Jonathan Lyndon Chase’s wild wild Wild West / Haunting of the Seahorse
Two books bound together, each tells a story of grief, love, and the haunting nature of bodies.
wild wild Wild West / Haunting of the Seahorse
Artist Jonathan Lyndon Chase depicts queer domestic intimacy in broad messy paint strokes, bold colors, collaged photographs, and pen and ink drawings. While the works illustrate twisted bodies, puckered lips, exposed butts, and flailing tongues, they are far from overly sexualized scenes—although many of these figures are indeed sexy. Instead, what we glimpse is loving desire, private moments of coupling rendered with compassionate lines and brush strokes often not afforded to scenes of queer male love. “lunch paper bag skin teases me brown saucer eyes angrily tearing at me I kiss the thought of / you goodbye the only kiss I’ll ever give because you’ll never give us a try” Chase writes in lines of poetry from their first book, Quiet Storm (2018). This confessional narrative of tender Black queer love continues in their new two-part book wild wild Wild West/Haunting of the Seahorse, a visual verbal mediation on grief, domestic love, family, and the body.
The book was made in collaboration with designer Jerome Harris, who was tasked with building it out of Chase’s plastic binder of notes, collages, drawings, and written texts. The two books both read from left to right requiring it to be flipped upside-down halfway through and started again from the back, forcing a reorientation. They share a unified visual language that characterizes Chase’s larger body of work, a confident bright color palette, childlike scribbled text, chaotic figurative line drawings, screen grabs, and the artist’s own photographs, encased in a plastic slipcase that nods to the original binder that houses the reference materials. The two texts, though distinct stories, both feel equally diaristic with handwritten entries and poetry stanzas combined with typed text.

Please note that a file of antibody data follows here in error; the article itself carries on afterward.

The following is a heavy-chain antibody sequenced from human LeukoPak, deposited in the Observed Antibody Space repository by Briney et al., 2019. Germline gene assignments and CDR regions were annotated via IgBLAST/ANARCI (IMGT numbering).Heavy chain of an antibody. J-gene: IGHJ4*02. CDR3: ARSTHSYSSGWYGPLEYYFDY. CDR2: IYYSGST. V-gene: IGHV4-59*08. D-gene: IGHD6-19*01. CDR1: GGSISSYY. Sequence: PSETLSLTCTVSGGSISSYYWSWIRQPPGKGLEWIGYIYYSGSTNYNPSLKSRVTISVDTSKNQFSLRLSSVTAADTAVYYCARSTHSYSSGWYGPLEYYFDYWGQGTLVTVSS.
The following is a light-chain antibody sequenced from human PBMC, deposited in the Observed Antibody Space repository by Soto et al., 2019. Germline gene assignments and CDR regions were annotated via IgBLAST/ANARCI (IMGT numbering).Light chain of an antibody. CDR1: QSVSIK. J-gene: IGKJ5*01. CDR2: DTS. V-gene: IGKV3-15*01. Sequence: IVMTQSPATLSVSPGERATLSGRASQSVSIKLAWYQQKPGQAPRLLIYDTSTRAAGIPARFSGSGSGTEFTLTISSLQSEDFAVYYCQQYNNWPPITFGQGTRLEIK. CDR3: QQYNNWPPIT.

The first book, wild wild Wild West, is a tribute to Chase’s grandmother in four chapters: grief as memory, as a dream, as depression, and as a love letter, that draws on a shared love of cowboys and their grandmother’s religious rituals, imparted on Chase as a child. It opens with the note, “Dedicated to my Grandma / Dedicated to Black Queer Grandchildren, Black Grand parents of Black Queer Children and Black Grandkids, Dedicated to Black Queer children and their Grandparents who grew up in the church.” Motifs of religious crosses, praying hands, and “buckets of piss” run throughout this expression of the physical and mental toll loss takes on the body. Chase scribbles, “This grief / My grief is my own / The loss of my third parent / my grandma / loss of a hug / a kiss / an ear to catch tears / scent of a sweet number 5 / my friend” with a sticker at the bottom right reading “GRIEF NEVER ENDS.” The pages elegantly capture the weight, density, and permanence of grief in one’s body and mental state. Drawings of buckets of yellow liquid accompany descriptions of a narrator who cannot even rise to use the bathroom and instead ends up surrounded by bodily waste: “This depression is my own this emptiness is my own this tiredness is my own this hurt is my own this time is my own.” But there is also the hope offered by rediscovering communal interests (grief as love letter). “Cowboys in American history have predominantly been symbols of beauty and masculinity and have been mostly white and heterosexual,” they write in typed text. “Will Smith played a cowboy in the wild Wild West / Early notions of desire.” These parallel narratives of loss and desire fit with Chase’s larger interest in pairing opposites and unpacking dualities. There is a flow within the references too—drawings of cowboys on horses sit alongside an image of a My Little Pony with the text, “I had my little pony toys from a young age til about age 5 or age 6. Fairy tale faggot dream,” building a narrative of childhood desire.